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Review: “The Great Gatsby” by F. Scott Fitzgerald

In honor of my brother’s birthday, we’re taking a brief break from children’s literature. (I mainly made this decision because I thought I owned The Lightning Thief and I don’t… Whoops!) So instead of looking at the books my brother and I read together as kids, we’re discussing my brother’s favorite grown-up book. How does faith mesh with the American Dream? Time to talk about glamour, green lights, and The Great Gatsby!

Glamour and Green Lights

To be honest, I’ve written so many literary analyses of The Great Gatsby in my life that I could bang my head against the wall. I think that’s why I enjoy bantering with my brother about “old sport” and “boats against the current” so much. After all, the book’s final line is one of the top two Greatest Last Lines of All Time. (I mean, Winnie the Pooh poses tough competition.) As an English major, I love having a book to discuss with my non-reading brother. (When my brother was seven, he told my mom that he didn’t need to know how to read. He was going to be a major league baseball catcher, and he knew enough to read road signs. My mom brilliantly told him that he had to learn to read his baseball contracts. My quick-witted brother didn’t really have any comebacks after that.)

As an aspiring entrepreneur, my brother finds the book’s discussion of the American Dream very interesting. (Of course, he wants to do everything the legal way. None of us want him to wind up dead in a swimming pool.) While the glitz of the rich holds universal appeal, the pitfalls the book portrays help us analyze making money ethically.

Faith in The Great Gatsby by F. Scott Fitzgerald

I can’t say that F. Scott Fitzgerald put any faith-based values in The Great Gatsby. Truthfully, every character behaves corruptly regardless of their social status. Nick holds the most morals of the entire book, and he ultimately flees back to the boring mid-west where he grew up. However, the blatant corruption doesn’t mean the book holds no value to Christians.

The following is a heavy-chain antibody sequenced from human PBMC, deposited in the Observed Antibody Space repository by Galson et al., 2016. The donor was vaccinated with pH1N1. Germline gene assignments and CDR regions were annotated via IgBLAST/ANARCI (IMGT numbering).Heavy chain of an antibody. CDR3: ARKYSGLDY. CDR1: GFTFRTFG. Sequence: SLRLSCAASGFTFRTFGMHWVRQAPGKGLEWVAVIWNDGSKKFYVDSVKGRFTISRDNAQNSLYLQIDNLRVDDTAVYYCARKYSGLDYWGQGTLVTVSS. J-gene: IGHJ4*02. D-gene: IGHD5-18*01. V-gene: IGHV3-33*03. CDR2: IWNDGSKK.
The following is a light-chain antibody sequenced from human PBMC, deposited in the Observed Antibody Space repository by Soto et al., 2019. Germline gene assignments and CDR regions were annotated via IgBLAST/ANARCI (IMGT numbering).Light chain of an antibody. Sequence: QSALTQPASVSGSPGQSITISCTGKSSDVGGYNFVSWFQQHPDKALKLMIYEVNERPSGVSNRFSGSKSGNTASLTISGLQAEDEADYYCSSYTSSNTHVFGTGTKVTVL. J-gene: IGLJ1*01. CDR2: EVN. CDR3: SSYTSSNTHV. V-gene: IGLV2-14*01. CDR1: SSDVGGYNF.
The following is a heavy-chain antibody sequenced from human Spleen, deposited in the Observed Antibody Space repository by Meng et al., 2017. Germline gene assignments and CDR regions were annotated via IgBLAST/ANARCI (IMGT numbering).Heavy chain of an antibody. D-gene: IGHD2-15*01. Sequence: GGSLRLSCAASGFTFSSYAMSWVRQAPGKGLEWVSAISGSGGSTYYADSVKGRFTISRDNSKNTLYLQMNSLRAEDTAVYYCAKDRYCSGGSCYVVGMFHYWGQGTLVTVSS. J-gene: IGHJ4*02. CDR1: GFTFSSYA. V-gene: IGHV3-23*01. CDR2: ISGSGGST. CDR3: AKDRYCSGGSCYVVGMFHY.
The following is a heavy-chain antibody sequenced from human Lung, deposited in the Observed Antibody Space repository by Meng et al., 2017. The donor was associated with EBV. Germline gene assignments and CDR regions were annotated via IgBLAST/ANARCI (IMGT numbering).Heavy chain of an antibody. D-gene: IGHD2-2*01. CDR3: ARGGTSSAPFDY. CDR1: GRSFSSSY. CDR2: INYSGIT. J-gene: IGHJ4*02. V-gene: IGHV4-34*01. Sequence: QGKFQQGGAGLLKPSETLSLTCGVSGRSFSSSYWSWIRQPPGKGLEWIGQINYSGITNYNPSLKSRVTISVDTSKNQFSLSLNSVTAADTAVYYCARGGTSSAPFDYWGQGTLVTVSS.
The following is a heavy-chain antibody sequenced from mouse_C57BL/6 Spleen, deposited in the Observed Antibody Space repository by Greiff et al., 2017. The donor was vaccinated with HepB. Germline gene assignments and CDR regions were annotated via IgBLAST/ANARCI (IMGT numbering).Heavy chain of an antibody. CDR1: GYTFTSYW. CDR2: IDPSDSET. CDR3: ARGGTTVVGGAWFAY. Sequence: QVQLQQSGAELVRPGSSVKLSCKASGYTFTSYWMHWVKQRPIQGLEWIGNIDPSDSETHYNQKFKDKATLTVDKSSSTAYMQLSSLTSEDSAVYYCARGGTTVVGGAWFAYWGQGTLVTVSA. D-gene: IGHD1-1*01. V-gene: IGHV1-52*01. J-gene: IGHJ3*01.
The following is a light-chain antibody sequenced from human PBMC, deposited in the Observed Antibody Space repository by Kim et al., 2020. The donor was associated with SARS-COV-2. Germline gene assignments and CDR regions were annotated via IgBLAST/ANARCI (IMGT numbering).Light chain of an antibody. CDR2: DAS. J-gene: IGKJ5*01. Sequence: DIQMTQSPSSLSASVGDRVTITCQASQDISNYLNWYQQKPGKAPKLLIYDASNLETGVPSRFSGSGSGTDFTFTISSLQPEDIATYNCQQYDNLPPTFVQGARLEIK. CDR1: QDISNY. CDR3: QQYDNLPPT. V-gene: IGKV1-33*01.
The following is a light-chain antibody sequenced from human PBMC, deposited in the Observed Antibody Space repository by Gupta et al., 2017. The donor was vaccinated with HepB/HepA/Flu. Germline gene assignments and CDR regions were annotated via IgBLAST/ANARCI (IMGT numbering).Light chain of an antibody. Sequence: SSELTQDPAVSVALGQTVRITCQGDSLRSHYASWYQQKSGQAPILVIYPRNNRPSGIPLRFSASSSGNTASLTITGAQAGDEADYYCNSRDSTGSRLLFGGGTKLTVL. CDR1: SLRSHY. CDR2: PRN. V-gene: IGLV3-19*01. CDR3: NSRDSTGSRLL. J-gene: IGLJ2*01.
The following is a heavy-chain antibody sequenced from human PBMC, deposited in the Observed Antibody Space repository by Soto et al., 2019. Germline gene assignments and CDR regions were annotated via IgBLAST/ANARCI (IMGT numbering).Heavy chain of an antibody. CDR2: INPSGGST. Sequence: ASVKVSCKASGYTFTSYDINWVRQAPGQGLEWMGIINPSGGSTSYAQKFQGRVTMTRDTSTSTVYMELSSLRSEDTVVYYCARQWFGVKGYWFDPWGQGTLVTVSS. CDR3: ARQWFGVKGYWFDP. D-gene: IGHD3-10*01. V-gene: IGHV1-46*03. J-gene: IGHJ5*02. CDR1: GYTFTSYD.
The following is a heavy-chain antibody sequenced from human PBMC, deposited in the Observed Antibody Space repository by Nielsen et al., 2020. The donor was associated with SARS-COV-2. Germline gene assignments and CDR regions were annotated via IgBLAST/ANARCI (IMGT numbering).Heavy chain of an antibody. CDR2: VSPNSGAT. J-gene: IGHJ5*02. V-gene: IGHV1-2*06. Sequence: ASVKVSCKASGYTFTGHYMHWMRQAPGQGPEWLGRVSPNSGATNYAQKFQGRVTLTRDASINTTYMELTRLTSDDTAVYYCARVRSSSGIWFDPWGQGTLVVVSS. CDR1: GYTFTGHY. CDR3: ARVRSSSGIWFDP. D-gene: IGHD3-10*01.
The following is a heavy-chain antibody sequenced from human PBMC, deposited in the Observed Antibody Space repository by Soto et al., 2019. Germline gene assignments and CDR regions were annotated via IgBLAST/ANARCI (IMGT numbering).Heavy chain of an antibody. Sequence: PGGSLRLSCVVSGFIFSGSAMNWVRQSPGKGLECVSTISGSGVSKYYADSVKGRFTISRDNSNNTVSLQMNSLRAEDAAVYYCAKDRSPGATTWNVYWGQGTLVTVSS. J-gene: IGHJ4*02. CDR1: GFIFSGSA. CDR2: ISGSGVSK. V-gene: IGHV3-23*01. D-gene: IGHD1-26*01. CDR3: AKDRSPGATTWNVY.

While we may not want to emulate the characters in The Great Gatsby, we can certainly learn from their mistakes. Rather than amassing wealth for meaningless grandeur, we can use the fruits of our hard work to help others in need. Instead of seeking extra-marital relationships, we can encourage our family and friends to grow in God’s love. Unlike the cold pomposity of East Egg, we can care about the struggles and joys of our fellow humans because God made them. Truly, Fitzgerald so eloquently portrays corruption that it is easy to learn what not to do.

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3 thoughts on “Review: “The Great Gatsby” by F. Scott Fitzgerald

  1. I had to read it in high school. I am a fan of the film version with Robert Redford. Awesome novel!

    1. I haven’t seen the Robert Redford version! I’ll have to watch it sometime!

      1. Yes, it’s better than the one with Leonardo Di Caprio, in my humble opinion. I liked both, but prefer the older version.

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